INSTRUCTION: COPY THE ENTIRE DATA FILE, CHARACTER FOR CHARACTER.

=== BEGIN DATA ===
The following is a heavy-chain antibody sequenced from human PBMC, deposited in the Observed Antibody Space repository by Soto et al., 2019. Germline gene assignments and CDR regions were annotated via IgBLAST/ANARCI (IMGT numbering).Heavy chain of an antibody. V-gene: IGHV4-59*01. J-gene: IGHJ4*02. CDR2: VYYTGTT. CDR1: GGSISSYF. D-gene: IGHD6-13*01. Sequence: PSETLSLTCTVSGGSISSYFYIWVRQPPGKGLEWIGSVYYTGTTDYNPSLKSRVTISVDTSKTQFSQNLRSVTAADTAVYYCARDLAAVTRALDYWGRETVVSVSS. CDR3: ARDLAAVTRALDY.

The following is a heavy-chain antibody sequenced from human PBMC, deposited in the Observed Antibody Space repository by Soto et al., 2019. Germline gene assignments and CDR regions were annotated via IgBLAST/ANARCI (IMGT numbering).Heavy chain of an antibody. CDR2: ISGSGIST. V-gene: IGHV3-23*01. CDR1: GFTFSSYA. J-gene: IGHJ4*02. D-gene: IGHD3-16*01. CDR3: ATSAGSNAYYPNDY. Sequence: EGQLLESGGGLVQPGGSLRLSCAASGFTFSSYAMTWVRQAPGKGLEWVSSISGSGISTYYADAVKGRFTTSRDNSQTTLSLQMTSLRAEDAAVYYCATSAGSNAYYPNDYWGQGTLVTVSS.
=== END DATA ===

The following is a heavy-chain antibody sequenced from human PBMC, deposited in the Observed Antibody Space repository by Soto et al., 2019. Germline gene assignments and CDR regions were annotated via IgBLAST/ANARCI (IMGT numbering).Heavy chain of an antibody. V-gene: IGHV4-59*01. J-gene: IGHJ4*02. CDR2: VYYTGTT. CDR1: GGSISSYF. D-gene: IGHD6-13*01. Sequence: PSETLSLTCTVSGGSISSYFYIWVRQPPGKGLEWIGSVYYTGTTDYNPSLKSRVTISVDTSKTQFSQNLRSVTAADTAVYYCARDLAAVTRALDYWGRETVVSVSS. CDR3: ARDLAAVTRALDY.

The following is a heavy-chain antibody sequenced from human PBMC, deposited in the Observed Antibody Space repository by Soto et al., 2019. Germline gene assignments and CDR regions were annotated via IgBLAST/ANARCI (IMGT numbering).Heavy chain of an antibody. CDR2: ISGSGIST. V-gene: IGHV3-23*01. CDR1: GFTFSSYA. J-gene: IGHJ4*02. D-gene: IGHD3-16*01. CDR3: ATSAGSNAYYPNDY. Sequence: EGQLLESGGGLVQPGGSLRLSCAASGFTFSSYAMTWVRQAPGKGLEWVSSISGSGISTYYADAVKGRFTTSRDNSQTTLSLQMTSLRAEDAAVYYCATSAGSNAYYPNDYWGQGTLVTVSS.